Sewing Machine Needles – A Guide for Beginners

A simple guide to choosing sewing machine needles for beginners

Working with the wrong needle size or type for a certain fabric or sewing style is a common mistake among sewing machine newbies.

Of course, most of them don’t realize it and end up blaming their amateur skill for issues such as needle breakage, broken threads, skipped stitches, poor quality stitching, and difficulty dealing with fabrics.

This is why it’s crucial that you use the right sewing machine needle size and type for the project at hand to achieve the best possible result.

In today’s article, we’re providing a simple sewing machine needles guide for beginners to make your sewing experience easier, more fruitful, and more fun!

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Sewing Machine Needle Sizes

Generally speaking, sewing machine needles can be categorized according to two qualities: thickness and purpose.

When it comes to sizing by the needle’s thickness, a thicker sized needle is meant to sew through denser fabrics (such as wool and linen), while thinner sized needles are better suited for finer fabrics (for example, chiffon and silk).

Similarly, different purposes and fabrics require certain needle sizes with specific tip shapes for the best penetration of the materials. For example, there’s a specific needle size for sewing stretch fabric, one for topstitching, one for sewing denim, and one for piercing through leather projects.

How can you tell what size a needle is?

Well, just about any needle packaging should have two numbers printed on it with a slash character dividing them. For example, you’ll find something like this: 80/12.

To put it simply, the smaller number (ranging from 8 to 20) corresponds to the needle size in the American system, whereas the larger number (ranging from 60 to 120) is associated with the European system.

  • Some of the most common sewing machine needle sizes are 60/12, 70/10, 75/11, 80/12, 90/14, and 100/16.

What sewing machine needle size should you use?

The number on the sewing machine needle package can give an idea of the thickness of the fabric you can use the needle to sew. The larger the number, the thicker the material you can sew. Similarly, the smaller the number, the finer the fabric.

Here’s a simple guide to help you determine which sewing machine needle size is right for the project at hand:

  • American sizes (8, 9, 10) and European sizes (60, 65, 70): fine silk, fine lace, chiffon, organza, voile.
  • American sizes (11, 12) and European sizes (75, 80): cotton voile, silk, lycra, spandex.
  • American size 14 and European size 90: cotton, linen, velvet, muslin, jersey, light wool, fine corduroy, tricot, knits, fleece, sweatshirt knit.
  • American size 16 and European size 100: denim, canvas, corduroy, leather
  • American size 18 and European size 110: heavy denim, heavy canvas, faux fur, upholstery fabric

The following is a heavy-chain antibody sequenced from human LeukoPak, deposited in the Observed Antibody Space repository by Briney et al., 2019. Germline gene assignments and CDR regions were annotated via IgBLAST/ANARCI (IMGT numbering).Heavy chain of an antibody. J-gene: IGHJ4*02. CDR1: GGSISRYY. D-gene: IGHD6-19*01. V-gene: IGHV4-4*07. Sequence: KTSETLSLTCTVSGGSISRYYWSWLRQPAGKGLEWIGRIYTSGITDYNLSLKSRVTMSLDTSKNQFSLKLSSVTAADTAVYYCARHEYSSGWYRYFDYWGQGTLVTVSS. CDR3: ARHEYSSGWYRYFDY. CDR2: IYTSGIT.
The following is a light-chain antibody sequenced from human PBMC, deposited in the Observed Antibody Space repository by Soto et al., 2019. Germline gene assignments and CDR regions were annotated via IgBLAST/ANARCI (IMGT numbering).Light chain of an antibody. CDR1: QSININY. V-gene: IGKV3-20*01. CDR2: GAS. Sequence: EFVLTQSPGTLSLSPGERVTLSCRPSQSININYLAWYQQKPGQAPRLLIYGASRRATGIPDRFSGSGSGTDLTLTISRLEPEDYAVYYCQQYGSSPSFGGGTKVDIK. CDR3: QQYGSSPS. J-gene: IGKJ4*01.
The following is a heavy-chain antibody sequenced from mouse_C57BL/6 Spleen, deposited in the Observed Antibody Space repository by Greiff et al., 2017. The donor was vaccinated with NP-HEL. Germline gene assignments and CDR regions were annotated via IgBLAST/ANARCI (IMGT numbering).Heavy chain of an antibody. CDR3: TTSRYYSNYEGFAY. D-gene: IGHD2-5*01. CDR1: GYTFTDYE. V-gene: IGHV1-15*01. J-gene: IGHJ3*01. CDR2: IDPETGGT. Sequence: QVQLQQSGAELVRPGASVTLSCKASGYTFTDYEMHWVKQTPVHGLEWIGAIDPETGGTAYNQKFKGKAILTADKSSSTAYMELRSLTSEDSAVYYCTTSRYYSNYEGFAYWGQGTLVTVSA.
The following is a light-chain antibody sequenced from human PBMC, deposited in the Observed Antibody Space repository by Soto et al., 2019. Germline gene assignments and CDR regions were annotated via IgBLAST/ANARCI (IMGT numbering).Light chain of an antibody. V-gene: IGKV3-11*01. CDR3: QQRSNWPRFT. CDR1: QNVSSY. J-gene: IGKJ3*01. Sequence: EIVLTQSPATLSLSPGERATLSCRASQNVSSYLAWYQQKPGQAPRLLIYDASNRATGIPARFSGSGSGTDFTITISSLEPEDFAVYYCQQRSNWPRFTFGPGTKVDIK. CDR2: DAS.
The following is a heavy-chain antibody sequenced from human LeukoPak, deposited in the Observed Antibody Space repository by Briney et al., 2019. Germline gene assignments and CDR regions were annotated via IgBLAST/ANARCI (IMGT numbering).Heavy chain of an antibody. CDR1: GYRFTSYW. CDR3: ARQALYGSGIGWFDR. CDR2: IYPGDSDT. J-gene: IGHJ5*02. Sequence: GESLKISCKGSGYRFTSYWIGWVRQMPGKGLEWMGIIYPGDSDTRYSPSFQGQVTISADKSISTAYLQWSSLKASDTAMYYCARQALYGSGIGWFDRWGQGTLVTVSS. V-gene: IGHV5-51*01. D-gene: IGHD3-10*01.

• American size 20 and European size 120: extra heavy fabrics

Sewing Machine Needle Types

Now that you have a better understanding of how sewing machine needle sizes work, it’s time you learn about different types of sewing machine needles and their uses.

Universal Needles

As you can probably tell by the name, universal needles are the most commonly used type. You can use these to sew through woven fabrics, synthetic fabrics, and some knit fabrics.

Ballpoint Needles

These feature a more rounded tip compared to universal needles, which works by pushing the fibers of the fabric apart instead of cutting them. As such, ballpoint needs are ideal for rib knits, cotton knits, fleece, interlock, double knits, and most other knits.

Stretch Needles

Stretch needles carry a “scarf” that provides extra room for the hook to pass close by, effectively preventing skipped stitches. This type of sewing machine needle is ideal for lycra, spandex power net, silk jersey, two-way stretch knits, and other elastic fabrics.

Sharp Needles

These needles are meant for working several layers of fabric thanks to their added strength. This makes them perfect for quilting with multiple layers of cotton, wadding, and working with thick woven fabrics such as microfiber and silk.

Quilting Needles

Also designed to handle several layers of fabric, quilting needles are a lot shorter than sharp needles to deliver a quick and even stitching job.

Jeans Needles

As you can guess, this type of needle is designed for sewing denim. However, it also works well for other densely woven fabrics such as canvas, heavy linens, and heavy twill.

Leather Needles

Also known as chisel point needles, leather needles do exactly what their name suggests – sew through genuine leather as well as suede. However, you shouldn’t use them for PU synthetic leather, synthetic suede, and ultra suede.

Metafil Needles

This type of needle is designed for using metallic or rayon threads. Thanks to their especially large eye, metafil needles feed fancy threads more freely so they won’t split of shred.

Embroidery Needles

These sewing machine needles feature wider eyes to allow machine embroidery threads such as polyester, cotton, and rayon to pass easily when embroidering.

Top Stitch Needles

These have extra sharp points to pierce through all types of fabric, paired with a large eye to allow topstitching.

Twin Needles / Triple Needles

These needles are used for decorative stitches and pin tucking. Keep in mind that they aren’t compatible with all machines, so check your manual before use.

Wing Needles

Used with natural fiber fabrics, wing needles produce holes to mimic drawn thread work when coupled with special stitch options on your sewing machine. They are sometimes known as hemstitch needles.

Wrap Up

There you have it, a simple sewing machine needles guide for beginners to help you get the best out of your sewing machine.

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